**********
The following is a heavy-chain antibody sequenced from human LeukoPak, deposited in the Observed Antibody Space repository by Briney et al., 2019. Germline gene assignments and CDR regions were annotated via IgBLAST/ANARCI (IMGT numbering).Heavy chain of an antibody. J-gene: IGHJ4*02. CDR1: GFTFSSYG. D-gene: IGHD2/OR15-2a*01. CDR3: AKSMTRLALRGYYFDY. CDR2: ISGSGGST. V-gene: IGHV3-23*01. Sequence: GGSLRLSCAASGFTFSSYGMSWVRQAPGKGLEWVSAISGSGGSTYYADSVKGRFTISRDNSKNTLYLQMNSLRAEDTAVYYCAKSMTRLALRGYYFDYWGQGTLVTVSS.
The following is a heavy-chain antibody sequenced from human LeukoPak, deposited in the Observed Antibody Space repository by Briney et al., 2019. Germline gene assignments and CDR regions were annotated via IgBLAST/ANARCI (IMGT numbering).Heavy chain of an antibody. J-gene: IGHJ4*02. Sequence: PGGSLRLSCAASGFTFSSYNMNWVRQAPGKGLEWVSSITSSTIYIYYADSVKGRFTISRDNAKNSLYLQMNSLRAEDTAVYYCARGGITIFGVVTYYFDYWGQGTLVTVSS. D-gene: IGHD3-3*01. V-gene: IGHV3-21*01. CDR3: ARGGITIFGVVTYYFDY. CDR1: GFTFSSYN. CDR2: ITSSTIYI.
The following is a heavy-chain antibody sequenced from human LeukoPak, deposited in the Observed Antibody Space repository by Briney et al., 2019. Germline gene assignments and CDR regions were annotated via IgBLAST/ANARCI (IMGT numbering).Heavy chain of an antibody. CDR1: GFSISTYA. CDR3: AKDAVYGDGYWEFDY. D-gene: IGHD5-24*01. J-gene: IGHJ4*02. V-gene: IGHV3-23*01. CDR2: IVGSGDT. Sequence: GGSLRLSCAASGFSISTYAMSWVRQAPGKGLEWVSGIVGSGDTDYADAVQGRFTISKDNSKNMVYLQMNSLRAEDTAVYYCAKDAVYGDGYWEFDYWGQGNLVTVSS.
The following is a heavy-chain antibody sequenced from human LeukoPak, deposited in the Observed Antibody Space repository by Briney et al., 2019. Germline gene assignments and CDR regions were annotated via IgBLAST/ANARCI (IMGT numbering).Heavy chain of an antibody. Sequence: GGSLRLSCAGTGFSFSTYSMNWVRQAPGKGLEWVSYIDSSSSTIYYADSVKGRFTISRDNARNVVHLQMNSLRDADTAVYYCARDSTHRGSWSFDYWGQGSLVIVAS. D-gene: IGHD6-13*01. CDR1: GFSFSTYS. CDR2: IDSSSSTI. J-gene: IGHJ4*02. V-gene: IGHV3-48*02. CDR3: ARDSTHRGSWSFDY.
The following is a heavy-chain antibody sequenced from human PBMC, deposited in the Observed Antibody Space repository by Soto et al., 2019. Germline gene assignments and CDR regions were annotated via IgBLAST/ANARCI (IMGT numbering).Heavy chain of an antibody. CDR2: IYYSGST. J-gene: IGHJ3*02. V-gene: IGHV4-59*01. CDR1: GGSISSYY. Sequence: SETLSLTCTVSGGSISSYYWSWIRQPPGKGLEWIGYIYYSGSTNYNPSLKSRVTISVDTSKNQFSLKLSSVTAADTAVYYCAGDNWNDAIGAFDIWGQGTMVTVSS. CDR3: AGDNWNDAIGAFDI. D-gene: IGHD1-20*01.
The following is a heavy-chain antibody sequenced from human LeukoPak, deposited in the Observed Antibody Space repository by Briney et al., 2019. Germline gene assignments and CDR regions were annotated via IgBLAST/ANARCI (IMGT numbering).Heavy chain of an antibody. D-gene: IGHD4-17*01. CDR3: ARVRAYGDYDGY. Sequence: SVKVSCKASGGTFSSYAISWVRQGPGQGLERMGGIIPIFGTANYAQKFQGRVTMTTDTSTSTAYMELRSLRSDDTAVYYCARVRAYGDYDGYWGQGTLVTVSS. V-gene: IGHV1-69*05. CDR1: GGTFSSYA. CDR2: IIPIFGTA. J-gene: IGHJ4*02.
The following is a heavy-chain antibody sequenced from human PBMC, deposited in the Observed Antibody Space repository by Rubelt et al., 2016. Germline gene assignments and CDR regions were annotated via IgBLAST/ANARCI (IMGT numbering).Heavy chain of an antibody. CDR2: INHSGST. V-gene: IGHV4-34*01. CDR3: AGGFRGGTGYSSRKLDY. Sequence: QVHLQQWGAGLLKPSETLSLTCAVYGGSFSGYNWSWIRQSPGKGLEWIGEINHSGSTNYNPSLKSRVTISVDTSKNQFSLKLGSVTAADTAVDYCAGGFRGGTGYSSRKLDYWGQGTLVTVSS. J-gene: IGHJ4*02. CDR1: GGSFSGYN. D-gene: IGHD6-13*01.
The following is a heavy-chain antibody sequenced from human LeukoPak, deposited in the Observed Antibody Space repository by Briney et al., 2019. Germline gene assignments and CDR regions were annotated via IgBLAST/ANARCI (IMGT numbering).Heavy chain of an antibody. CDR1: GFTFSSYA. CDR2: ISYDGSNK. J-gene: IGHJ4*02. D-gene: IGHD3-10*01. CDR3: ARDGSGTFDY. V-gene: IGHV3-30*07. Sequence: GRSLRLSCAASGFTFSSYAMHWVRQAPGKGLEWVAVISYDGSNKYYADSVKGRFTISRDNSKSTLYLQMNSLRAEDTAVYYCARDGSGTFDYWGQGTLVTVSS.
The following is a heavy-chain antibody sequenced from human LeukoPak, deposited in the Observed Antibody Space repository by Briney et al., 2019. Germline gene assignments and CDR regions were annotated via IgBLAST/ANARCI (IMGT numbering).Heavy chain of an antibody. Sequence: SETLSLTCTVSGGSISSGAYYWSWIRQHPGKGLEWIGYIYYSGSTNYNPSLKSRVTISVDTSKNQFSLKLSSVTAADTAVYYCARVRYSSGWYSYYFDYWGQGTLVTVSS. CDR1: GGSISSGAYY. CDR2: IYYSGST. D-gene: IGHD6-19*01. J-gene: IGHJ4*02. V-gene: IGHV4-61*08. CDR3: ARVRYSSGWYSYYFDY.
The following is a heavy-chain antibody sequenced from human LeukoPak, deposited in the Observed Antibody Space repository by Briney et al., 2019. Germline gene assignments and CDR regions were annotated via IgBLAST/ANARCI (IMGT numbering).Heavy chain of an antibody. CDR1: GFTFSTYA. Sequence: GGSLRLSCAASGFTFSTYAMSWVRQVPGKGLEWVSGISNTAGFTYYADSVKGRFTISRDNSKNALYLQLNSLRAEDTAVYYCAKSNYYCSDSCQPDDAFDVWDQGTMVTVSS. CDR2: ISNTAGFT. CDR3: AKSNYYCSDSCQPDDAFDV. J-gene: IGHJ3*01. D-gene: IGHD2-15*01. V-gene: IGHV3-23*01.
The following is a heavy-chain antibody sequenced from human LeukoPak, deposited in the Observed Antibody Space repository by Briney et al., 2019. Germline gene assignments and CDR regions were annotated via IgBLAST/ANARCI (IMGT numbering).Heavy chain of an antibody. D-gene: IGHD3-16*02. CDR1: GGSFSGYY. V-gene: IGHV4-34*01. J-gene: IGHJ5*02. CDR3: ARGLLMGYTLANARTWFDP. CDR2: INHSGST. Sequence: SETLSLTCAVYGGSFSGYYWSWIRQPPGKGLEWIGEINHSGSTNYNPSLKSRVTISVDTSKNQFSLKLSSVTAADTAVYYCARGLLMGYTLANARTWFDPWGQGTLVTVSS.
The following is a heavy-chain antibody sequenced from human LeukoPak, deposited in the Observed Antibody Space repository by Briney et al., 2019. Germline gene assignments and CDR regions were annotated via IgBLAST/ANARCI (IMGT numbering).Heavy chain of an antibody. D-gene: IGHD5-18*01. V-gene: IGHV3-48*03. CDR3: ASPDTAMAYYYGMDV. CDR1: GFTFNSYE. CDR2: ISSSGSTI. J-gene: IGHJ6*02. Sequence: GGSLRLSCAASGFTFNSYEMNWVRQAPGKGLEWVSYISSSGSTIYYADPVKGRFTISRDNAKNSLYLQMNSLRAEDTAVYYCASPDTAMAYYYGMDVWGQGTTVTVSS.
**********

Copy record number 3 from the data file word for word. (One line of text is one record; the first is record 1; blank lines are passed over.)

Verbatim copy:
The following is a heavy-chain antibody sequenced from human LeukoPak, deposited in the Observed Antibody Space repository by Briney et al., 2019. Germline gene assignments and CDR regions were annotated via IgBLAST/ANARCI (IMGT numbering).Heavy chain of an antibody. CDR1: GFSISTYA. CDR3: AKDAVYGDGYWEFDY. D-gene: IGHD5-24*01. J-gene: IGHJ4*02. V-gene: IGHV3-23*01. CDR2: IVGSGDT. Sequence: GGSLRLSCAASGFSISTYAMSWVRQAPGKGLEWVSGIVGSGDTDYADAVQGRFTISKDNSKNMVYLQMNSLRAEDTAVYYCAKDAVYGDGYWEFDYWGQGNLVTVSS.